Eat superfoods! Chlorella, spirulina and celery are great foods to include in your diet because they are cleansing and so great for those of us living in the big, polluted and stressful cities.

TLP: What makes London such great place for raw and plant-based foodies?
Russell: There is always something happening in London and it is great to feel part of something as vivid, diverse and alive as this city. I feel it is one of the best places in the world and has a real buzz about it. There are so many cool people living here and doing lots of different things. It's very inspiring. 

TLP: What are you food predictions for 2015? What's next in the world of plant-based food?
Russell: What's clear to me is that the interest in raw and plant-based food is here to stay. I predict it will only grow and generate more interest and curiosity as it continues move into mainstream. 

I think we're going to see more and more coconut based foods as well such as coconut chips. I also believe that the public will want to learn more about new, emerging superfoods. Finally, the new buzz word is longevity. Key foods to achieve longevity are medicinal mushrooms which are only now starting to attract attention, but have treasured in China and Japan for centuries.

TLP: What's can we expect from you in the near future? Any exciting projects in the works?
Russell: I'm excited to announce that I'm working on my first raw food book, which will be published in 2016. I have been approached about publishing a book many times over the years but for the first time I feel I have enough time to dedicate to the book, to make it as good and cool as I want it to be.
In the interim, I'll be running my raw food courses and teaching on-line courses in raw food styling. So, watch this space.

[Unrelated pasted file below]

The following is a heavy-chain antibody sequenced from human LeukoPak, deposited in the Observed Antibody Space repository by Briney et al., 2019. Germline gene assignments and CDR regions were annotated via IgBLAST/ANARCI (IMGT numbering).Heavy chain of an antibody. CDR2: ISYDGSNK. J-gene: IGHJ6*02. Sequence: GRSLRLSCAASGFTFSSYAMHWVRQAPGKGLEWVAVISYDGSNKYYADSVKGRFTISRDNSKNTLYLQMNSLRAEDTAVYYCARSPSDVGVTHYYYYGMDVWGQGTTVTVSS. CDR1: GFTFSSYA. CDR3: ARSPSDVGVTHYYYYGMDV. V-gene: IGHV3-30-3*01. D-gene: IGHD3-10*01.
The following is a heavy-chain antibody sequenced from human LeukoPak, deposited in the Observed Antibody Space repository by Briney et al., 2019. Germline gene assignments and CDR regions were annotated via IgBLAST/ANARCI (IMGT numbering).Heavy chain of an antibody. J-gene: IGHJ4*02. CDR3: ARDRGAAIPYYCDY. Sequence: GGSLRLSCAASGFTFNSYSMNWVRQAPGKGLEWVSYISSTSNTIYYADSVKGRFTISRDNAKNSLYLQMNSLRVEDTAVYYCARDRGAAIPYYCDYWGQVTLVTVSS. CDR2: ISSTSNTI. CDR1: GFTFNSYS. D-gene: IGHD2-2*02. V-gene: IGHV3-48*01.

To stay up to date with all that Russell is doing, you can follow him on instagramfacebooktwitter or subscribe to his youtube channel.

How to make raw avocado soup and sour cream - The Little Plantation

Russell shared the recipe for this Raw Mexican Avocado Lime Soup and Home-Made Sour Cream from his blog with The Little Plantation. It is SO yummy. Think guacamole – only creamer. Think gazpacho – only kinda greener. And think the BEST home-made, vegan sour cream EVER - and you're there. 

Inspired by Russell's talk about medicinal mushrooms, I added some raw Shimeji mushrooms. They are not only beautiful to look at, but super tasty too. AND they are really good for you - packed full of protein, copper, potassium, zinc, selenium and B vitamins. It is thought that the mushroom helps support our body in its break down of sugars, strengthens our immune, nervous, digestive and cardiovascular system and supports our liver. An all around star, don't you think?

Enjoy this beautiful, fresh and easy soup and thanks for reading everyone.

IMPORTANT: To make this gluten-free, please use a gluten-free soya/tamari sauce. For a paleo/grain-free version, completely omit the soya/tamari sauce and replace with a pinch of salt. Rember you can find more tips at the end of the recipe.

How to make raw avocado soup and sour cream - The Little Plantation


Pre-preparation Time: 2-4 hours soaking
Preparation Time: 10 minutes
Serves: 4 as a starter

Ingredients for the soup:

2 (organic) avocados
3/4 of a medium (organic) cucumber
1 (organic) celery stalk
Juice of 1 lime
Small handful of fresh (organic) coriander (cilantro)
2 teaspoons ground cumin
1 teaspoon ground coriander
1/2 teaspoon salt (I used this one)
1 teaspoon (organic) tamari or dark soya sauce
1 cup (filtered) water

To garnish:
sour cream (see recipe below)
chopped (organic) chives (optional)
Shimeji mushrooms (optional)
a pinch of ground paprika (optional)
poppy seeds (optional)
(organic) baby tomatoes or sun-dried tomatoes


Peel the avocado and remove the stone. 
Wash the other ingredients. 
Blend everything in your food blender until nice and smooth (I used a vitamix but any blender will do) 
Transfer to a serving bowl and garnish with sour cream, a pinch of paprika, poppy seeds, some chopped chives and mushrooms.

Ingredients for the raw, vegan sour cream

1.5 cup (organic) unsalted cashews nuts
2 tablespoons lemon juice (juice from 1 lemon)
1 tablespoon (organic) apple cider vinegar
1 cup (filtered) water
1/2 teaspoon Pink Himalayan salt


Soak the cashew nuts for 2-4 hours. Drain the water away and wash the nuts before using them.
Then blend all ingredients in a high-speed blender until smooth. Use to garnish the soup. Any left-overs will keep in the fridge for 2-3 days and make for a great dip :)

Tip 1: I wanted to keep the recipe raw, but you can of course marinate the mushrooms in olive oil and garlic and then pan fry them :)
Tip 2: Eat with some home-made crackers. SO good!

Want to find more recipes using medicinal mushrooms? Then just click here.

How to make raw avocado soup and sour cream - The Little Plantation
How to make raw avocado soup and sour cream - The Little Plantation